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Re: Re: Finding the Number of Pythagorean Triples below a bound
*To*: mathgroup at smc.vnet.net
*Subject*: [mg68382] Re: [mg68345] Re: Finding the Number of Pythagorean Triples below a bound
*From*: Andrzej Kozlowski <akoz at mimuw.edu.pl>
*Date*: Thu, 3 Aug 2006 06:07:05 -0400 (EDT)
*References*: <eaeqa3$53v$1@smc.vnet.net><200607300848.EAA25171@smc.vnet.net> <eakfgm$rl6$1@smc.vnet.net> <200608020923.FAA28520@smc.vnet.net> <79C36C70-E091-4A82-8EC5-0EDC743D081D@mimuw.edu.pl>
*Sender*: owner-wri-mathgroup at wolfram.com
On 2 Aug 2006, at 20:01, Andrzej Kozlowski wrote:
>
> On 2 Aug 2006, at 11:23, titus_piezas at yahoo.com wrote:
>
>> Hello all,
>>
>> My thanks to Peter and Andrzej, as well as those who privately
>> emailed
>> me.
>>
>> To recall, the problem was counting the number of solutions to a
>> bivariate polynomial equal to a square,
>>
>> Poly(a,b) = c^2
>>
>> One form that interested me was the Pythagorean-like equation:
>>
>> a^2 + b^2 = c^2 + k
>>
>> for {a,b} a positive integer, 0<a<=b, and k any small integer. I was
>> wondering about the density of solutions to this since I knew in the
>> special case of k=0, let S(N) be the number of primitive solutions
>> with
>> c < N, then S(N)/N = 1/(2pi) as N -> inf.
>>
>> For k a squarefree integer, it is convenient that any solution is
>> also
>> primitive. I used a simple code that allowed me to find S(10^m) with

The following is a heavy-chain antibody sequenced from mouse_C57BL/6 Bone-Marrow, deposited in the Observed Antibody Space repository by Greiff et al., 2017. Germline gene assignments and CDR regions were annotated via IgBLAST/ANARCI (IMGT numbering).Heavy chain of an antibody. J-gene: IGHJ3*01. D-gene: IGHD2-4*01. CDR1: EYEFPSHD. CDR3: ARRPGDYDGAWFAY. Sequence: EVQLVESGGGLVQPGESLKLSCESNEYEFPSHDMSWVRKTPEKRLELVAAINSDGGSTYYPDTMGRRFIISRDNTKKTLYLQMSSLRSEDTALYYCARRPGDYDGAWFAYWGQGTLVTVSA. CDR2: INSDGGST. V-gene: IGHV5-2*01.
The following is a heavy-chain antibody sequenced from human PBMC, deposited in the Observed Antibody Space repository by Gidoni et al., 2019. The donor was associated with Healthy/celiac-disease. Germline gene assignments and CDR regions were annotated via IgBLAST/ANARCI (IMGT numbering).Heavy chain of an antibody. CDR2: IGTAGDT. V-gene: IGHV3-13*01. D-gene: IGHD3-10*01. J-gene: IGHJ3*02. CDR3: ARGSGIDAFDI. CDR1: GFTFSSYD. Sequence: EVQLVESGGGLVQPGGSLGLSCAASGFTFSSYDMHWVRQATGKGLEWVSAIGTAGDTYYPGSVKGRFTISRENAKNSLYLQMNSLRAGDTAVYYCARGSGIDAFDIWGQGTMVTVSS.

>> m=1,2,3 for small values of k (for m=4 took my code more than 30 mins
>> so I aborted it). The data is given below:
>>
>> Note: Values are total S(N) for *both* k & -k:
>>
>> k = 2
>> S(N) = 4, 30, 283
>>
>> k = 3
>> S(N) = 3, 41, 410
>>
>> k = 5
>> S(N) = 3, 43, 426
>>
>> k = 6
>> S(N) = 3, 36, 351
>>
>> Question: Does S(N)/N for these also converge? For example, for the
>> particular case of k = -6, we have
>>
>> S(N) = 2, 20, 202
>>
>> which looks suspiciously like the ratio might be converging.
>>
>> Anybody know of a code for this that can find m=4,5,6 in a reasonable
>> amount of time?
>>
>>
>> Yours,
>>
>> Titus
>>
>
>
> Here is a piece code which utilises the ideas I have described in
> my previous posts:
>
> ls = Prime /@ Range[3, 10];
>
> test[n_] :=
> Not[MemberQ[JacobiSymbol[n, ls], -1]] && Element[Sqrt[n],
> Integers]
>
> f[P_, k_] := Sum[If[(w =
> a^2 + b^2 - k) < P^2 && test[w], 1, 0], {a, 1, P}, {b, a,
> Floor[Sqrt[P^2 - a^2]]}]
>
> g[m_, k_] := f[10^m, k] + f[10^m, -k]
>
> We can easily confirm the results of your computations,.e.g. for k=2.
>
>
> Table[g[i,2],{i,3}]
>
>
> {4,30,283}
>
>
> Since you have not revealed the "simple code" you have used it is
> hard to tell if the above one is any better. It is however,
> certainly capable of solving the problem for m=4:
>
>
> g[4,2]//Timing
>
>
> {4779.39 Second,2763}
>
> The time it took on my 1 Gigahertz PowerBook was over 70 minutes,
> which is longer than you thought "reasonable", so I am still not
> sure if this is any improvement on what you already have. The time
> complexity of this algorithm seems somewhat larger than exponential
> so I would expect that it will take about 6 hours to deal with n=5
> on my computer, and perhaps 2 weeks to deal with n=6.
>
> Andrzej Kozlowski
>
>
>
I mistakenly copied and pasted a wrong (earlier) definition of f.
Here is the correct one:
f[P_, k_] := Block[{w}, Sum[If[GCD[a, b, k] ==
1 && (w = a^2 +
b^2 - k) < P^2 && test[w], 1, 0], {a, 1,
P}, {b, a, Floor[Sqrt[P^2 - a^2]]}]]
The definition of g is as before:
g[m_, k_] := f[10^m, k] + f[10^m, -k]
Andrzej Kozlowski
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